TA: Yeah, I agree. If you're admitting you got it wrong, and the people that were in that responsible position to make that call got it wrong, then why don't you take it a step further and fix some of the damage that was done to the fighter's career and change the decision. That would tend to make sense. Unfortunately, we don't always do things that makes sense in this sport, but that would tend to make sense and follow suit. When they find something wrong in the other sports, they try to fix the damage that was done or handle it appropriately. When the sanctions are brought on by some of these improprieties in recruiting or whatever they are doing, they remove wins, like they just did to the Ohio State Buckeyes. If you find an impropriety with the way they did in the decision of scoring the fight, then why don't you go and remove that? Do the same thing that they do in the sport that I just mentioned. They removed a win from Ohio State, so remove the win from Mr. Williams and give that win to Lara. That would make sense and I would be all behind that because that would be rectifying it to the next point. That's what needs to get done because it damages these kids' careers and they get back to where they were. It's not like baseball, football, basketball or any other sport where you go come out the next week on a playing field and try to sort things out and get another win. In boxing, you can't do it like that. It doesn't work like that. You drop to the back of the line so to speak, and then to get back to that position in line, you have to take X amount of punches that you already went past and you shouldn't have to take now. You are already in a further place in your career to getting to that impact place, to that important place where you can make money, make a difference in your life, and approach the success that you're looking for, and you get a step closer to that and now you gotta go back. And it's not going back to go through a process again; you go through a process in any other sport, but in boxing, you might have to take another 100 punches, 200 punches or 300 punches. That kind of physical damage and exposure, you should not have to do that. You should not be punished in that way where you have to do that because you have already gotten past those punches and you should be a little bit closer to where you need to get to make the impact in your life that you need to make as far as money and accomplishments.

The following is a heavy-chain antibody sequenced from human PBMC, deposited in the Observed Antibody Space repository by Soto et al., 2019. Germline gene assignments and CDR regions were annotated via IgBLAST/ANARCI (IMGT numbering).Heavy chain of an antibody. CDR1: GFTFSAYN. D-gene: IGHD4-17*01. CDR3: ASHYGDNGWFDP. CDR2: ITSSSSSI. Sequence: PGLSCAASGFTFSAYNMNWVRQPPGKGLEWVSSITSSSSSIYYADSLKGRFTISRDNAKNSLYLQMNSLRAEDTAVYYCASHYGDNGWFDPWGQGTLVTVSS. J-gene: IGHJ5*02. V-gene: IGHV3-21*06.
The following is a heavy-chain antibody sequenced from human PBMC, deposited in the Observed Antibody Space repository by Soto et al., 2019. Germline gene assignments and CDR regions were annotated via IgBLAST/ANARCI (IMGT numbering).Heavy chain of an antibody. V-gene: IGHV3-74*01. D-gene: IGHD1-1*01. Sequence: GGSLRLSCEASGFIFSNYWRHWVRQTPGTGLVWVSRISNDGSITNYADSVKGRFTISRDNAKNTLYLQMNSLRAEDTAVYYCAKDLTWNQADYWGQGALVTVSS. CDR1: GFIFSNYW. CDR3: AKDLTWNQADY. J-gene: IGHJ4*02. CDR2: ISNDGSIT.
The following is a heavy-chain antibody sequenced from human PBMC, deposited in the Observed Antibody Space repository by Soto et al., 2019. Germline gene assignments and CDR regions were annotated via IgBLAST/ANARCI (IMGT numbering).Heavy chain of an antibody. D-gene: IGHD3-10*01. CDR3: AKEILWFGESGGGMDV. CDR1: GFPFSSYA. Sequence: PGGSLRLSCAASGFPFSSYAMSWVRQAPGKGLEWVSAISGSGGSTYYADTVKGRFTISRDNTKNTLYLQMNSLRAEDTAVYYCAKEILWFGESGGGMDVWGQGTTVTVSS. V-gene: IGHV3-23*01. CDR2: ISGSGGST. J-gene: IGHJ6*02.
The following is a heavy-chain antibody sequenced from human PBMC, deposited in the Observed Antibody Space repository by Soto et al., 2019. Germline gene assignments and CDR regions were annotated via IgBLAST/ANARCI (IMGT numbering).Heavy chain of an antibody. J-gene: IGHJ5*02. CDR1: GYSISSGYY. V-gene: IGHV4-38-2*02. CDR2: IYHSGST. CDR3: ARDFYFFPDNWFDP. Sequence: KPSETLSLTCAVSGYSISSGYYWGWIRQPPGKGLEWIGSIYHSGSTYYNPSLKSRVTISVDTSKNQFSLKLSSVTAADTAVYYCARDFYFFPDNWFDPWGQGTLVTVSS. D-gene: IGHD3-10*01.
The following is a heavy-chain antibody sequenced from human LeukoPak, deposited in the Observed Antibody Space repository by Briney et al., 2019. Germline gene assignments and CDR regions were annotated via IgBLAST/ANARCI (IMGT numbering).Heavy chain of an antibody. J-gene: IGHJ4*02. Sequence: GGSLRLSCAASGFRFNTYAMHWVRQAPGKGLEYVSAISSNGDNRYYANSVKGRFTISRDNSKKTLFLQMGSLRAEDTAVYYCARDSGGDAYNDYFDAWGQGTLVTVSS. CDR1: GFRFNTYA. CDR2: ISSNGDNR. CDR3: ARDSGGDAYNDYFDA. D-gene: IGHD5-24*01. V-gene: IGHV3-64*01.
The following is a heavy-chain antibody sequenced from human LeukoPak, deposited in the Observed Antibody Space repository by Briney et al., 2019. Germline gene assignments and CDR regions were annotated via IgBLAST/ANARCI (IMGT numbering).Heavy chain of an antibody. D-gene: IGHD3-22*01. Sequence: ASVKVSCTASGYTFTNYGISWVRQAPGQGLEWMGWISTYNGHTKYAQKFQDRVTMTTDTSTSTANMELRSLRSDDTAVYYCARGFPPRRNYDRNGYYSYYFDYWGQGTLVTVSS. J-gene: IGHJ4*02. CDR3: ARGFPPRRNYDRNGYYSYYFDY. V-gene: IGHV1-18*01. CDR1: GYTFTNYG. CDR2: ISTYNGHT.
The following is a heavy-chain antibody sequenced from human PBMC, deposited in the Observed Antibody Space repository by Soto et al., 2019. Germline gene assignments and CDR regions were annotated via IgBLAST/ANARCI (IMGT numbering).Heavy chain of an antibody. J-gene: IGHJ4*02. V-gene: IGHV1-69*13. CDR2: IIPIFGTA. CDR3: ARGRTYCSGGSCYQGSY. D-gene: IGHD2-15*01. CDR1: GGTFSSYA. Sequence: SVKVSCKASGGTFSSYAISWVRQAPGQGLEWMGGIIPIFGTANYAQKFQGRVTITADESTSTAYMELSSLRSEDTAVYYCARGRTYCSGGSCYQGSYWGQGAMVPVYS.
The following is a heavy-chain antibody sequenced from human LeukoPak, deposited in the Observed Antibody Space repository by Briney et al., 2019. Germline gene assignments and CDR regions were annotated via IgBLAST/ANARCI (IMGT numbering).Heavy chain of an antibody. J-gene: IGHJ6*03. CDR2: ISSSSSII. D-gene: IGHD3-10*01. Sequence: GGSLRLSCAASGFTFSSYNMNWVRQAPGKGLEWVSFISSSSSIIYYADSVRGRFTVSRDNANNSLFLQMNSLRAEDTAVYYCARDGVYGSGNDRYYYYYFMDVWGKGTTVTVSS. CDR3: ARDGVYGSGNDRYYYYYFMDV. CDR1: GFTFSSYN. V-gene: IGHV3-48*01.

So that's what bothers me and that's why I'm so passionate about what I say because I know what it's doing to the kids. I know what it's doing to the person, the human being, and the judges have no thought of that. They have no exposure to that; they don't feel it and it really bothers me. The worst that you can say is that it is unethical and there is corruption there, and the best you can say is incompetence. I think that if the best you can say is incompetence, then that's not good if that's the best thing you can be saying. I think it's a combination. I don't think this sport gets protected or policed the way it needs to be and the way the other sports are. If something inappropriate happens in baseball, you got Congress getting involved and the government. Nobody pays attention over here though. Why? Why don't they pay attention over here? Sometimes I ask myself, why? Is it because of the people that are involved in it. I hate to think that, but I want an explanation. Why is nobody caring about it. Also, is it because they are not celebrity type of athletes that are millionaires that you would want to go and ask for their autographs. It's like when Congress wanted to showcase Roger Clemons coming around and everybody is asking for this man's freaking autograph. Because they are not of that stature, it doesn't get on your freaking radar? It's just inappropriate and these are noble young men. They are noble warriors. They are going out there and leaving a piece of themselves in the ring. They are putting themselves at risk and they need to be protected. We need a better policy in place to protect them. There needs to be some kind of policy. We are the only sport that doesn't have a national commission. They have separate commissions around the country, obviously, from state to state, but it's nothing across the board. There is no governing body that's policing and looking out for the sport, and obviously that's part of the problem. We don't have that kind of regulation where you can stop this from happening. You have to have the proper policies and rules in place to stop it from happening, but there is no separation of state and government. What I mean by that is, you make a comparison to any other sport; pick baseball. You're not gonna have an umpiring crew having dinner and having an association with The Steinbrenner's or with the Henry's, the owner of the Red Sox, or any of these other teams. And the same thing in football. You're not going to have the referees and the officiating crew having dinner with the Mara's or the Rooney's, which are the owners of the Giants and Steelers; of course not because there is an impropriety there. You have to have a separation from that, but there is no protection from that in boxing.